Good design is an important part of getting your point across in a presentation. To this end, Google Web Fonts team today added more than 450 new fonts to choose from to help you create eye-catching Google Docs presentations.
To browse and select new fonts, just click on "Add fonts" from the bottom of the fonts dropdown in the toolbar. "This will take you to the menu of all available fonts, where you can pick the ones you want to use. Any fonts that you select will get automatically added to your fonts list so it's easy to find them later," Google said.
Plus, fonts that you've already added to Google documents will automatically appear in your presentations font list too.
Flip through the presentation below to see new 450 fonts in action:
Google Calendar users have had the ability to change the colors of specific events or calendars from a default color palette. Users of domains including (Google Apps, Google Apps for Business, Government and Education) can now choose a custom color if the default palette does not meet their needs.
Click on "Choose custom color" on the bottom of the existing color picker.
The following scheduled release track features update is now avilable as on 7/31/12:
Documents: Users will have the ability to create documents offline. You must be running the latest version of Chrome or ChromeOS and install the Google Drive Chrome app to use this feature.
Google also announced today the first "Google Places API Developer Challenge," inviting developers around the world to make something that improves their communities or governments by using the Google Places API and its database of places and tools.
The developers of the winning applications will receive a VIP experience at Google I/O 2013.
The submission window opens on August 15th and closes on October 31st, 2012.
You can find these data sets and more on the Google Places API Challenge site.
Google Drive API allows you to programmatically manage a user's Google Drive and build applications to manipulate files stored in the user's account. If you havn't tried yet the API, here is a list of five specific use cases and how each of them can be addressed with the Google Drive API:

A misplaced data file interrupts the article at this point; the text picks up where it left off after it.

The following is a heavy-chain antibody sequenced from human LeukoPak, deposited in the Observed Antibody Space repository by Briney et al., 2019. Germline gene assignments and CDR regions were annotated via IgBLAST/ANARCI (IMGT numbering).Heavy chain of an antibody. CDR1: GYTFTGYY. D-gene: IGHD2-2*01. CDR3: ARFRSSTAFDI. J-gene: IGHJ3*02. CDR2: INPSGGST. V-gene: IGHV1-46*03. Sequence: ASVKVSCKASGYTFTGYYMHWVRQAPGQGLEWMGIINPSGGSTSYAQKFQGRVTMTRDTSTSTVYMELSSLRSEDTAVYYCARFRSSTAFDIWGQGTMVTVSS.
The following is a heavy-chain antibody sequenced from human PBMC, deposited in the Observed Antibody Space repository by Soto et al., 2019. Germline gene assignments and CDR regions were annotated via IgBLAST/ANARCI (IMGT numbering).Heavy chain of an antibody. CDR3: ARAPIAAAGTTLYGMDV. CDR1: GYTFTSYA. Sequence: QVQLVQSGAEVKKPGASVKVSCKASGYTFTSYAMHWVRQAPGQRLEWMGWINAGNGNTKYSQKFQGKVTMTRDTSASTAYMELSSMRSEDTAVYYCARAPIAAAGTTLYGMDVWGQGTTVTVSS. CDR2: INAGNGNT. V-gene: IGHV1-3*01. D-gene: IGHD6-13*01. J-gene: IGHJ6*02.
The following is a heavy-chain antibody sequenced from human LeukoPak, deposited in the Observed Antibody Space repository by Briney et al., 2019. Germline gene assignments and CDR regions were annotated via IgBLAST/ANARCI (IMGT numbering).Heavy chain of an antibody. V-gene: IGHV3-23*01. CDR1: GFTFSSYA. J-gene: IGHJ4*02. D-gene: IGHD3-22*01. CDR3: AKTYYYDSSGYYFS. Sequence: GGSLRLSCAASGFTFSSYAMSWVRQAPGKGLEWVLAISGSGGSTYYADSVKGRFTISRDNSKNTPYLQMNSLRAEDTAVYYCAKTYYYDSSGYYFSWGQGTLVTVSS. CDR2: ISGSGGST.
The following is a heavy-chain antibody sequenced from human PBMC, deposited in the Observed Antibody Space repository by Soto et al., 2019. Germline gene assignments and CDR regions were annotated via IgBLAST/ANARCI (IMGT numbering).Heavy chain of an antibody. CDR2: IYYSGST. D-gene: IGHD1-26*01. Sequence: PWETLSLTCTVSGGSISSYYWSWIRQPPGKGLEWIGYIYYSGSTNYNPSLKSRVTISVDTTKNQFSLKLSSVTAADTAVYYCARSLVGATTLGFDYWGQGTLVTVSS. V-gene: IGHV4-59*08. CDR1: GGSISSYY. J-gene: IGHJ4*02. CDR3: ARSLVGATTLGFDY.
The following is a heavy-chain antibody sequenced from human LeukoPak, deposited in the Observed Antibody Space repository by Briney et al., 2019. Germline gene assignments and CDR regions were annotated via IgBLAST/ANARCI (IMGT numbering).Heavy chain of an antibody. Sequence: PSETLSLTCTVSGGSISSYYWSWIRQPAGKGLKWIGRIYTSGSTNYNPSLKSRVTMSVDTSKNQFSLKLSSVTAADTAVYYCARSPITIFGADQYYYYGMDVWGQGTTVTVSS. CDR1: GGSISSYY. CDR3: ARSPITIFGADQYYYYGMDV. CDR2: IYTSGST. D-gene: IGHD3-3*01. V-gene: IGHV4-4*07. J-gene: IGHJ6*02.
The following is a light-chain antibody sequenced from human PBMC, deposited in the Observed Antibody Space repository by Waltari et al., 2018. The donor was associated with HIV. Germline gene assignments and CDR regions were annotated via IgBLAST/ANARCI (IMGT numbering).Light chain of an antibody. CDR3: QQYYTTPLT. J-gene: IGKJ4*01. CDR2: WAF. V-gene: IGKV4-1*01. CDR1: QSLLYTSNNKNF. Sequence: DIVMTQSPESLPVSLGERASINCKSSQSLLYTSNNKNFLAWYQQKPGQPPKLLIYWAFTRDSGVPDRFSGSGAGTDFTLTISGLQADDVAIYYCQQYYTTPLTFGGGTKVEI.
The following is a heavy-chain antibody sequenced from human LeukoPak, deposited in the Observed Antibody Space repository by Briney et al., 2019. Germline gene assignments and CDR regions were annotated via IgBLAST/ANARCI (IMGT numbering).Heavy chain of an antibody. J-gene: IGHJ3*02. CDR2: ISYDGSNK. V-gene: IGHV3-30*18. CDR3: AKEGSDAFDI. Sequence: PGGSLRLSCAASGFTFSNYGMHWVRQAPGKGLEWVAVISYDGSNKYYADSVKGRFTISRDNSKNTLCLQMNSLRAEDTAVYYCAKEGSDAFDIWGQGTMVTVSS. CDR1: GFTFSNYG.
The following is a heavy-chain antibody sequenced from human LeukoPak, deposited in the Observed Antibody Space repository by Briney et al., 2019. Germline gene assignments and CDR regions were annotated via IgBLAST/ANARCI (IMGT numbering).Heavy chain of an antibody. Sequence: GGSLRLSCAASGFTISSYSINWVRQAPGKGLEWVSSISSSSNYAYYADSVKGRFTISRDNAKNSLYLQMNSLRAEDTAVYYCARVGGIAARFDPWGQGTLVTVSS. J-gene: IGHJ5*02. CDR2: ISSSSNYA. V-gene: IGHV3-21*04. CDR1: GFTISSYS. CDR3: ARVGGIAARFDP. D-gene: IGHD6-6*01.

Sharing a file with the world: When a file in Google Drive is shared publicly, it can be downloaded without authentication at the URL provided by the API in the webContentLink field of the Files resource. To retrieve that value, send a GET request to retrieve the file metadata and look for the webContentLink element in the JSON response.
Granting comment-only access to a user: When setting permissions for a file with the Drive API, you can choose one of owner, writer and reader as the value for the role parameter. The Drive UI also lists another role, commenter, which is not allowed for that parameter. In order to grant comment-only access to a user with the Drive API, you have to set the role parameter to reader and include the value commenter in the list of additionalRoles.
Listing all files in the root folder: It is possible to restrict the list of files (and folders) returned by the Drive API by specifying some search criteria in the q query parameter. Each file has a parents collection listing all folders containing it, and the root folder in Google Drive can be conveniently addressed with the alias 'root'. All you need to do to retrieve all files in that folder is add a search query for element with 'root' in their parents collection.
Finding how much quota is available in the user's account: Your application might need to know if users have enough available quota to save a file, in order to handle the case when they don't. Quota information is available in the About feed of the Drive API.
Discovering if one of the user's apps can open a file: Google Drive allows users to store any kind of file and to install applications to open file types that are not directly supported by the native Google applications. In case you need to know what applications are installed and what file types each of them can open, you can retrieve the Apps feed and look for the primaryMimeTypes and secondaryMimeTypes elements for supported MIME types or primaryFileExtensions and secondaryFileExtensions for file extensions.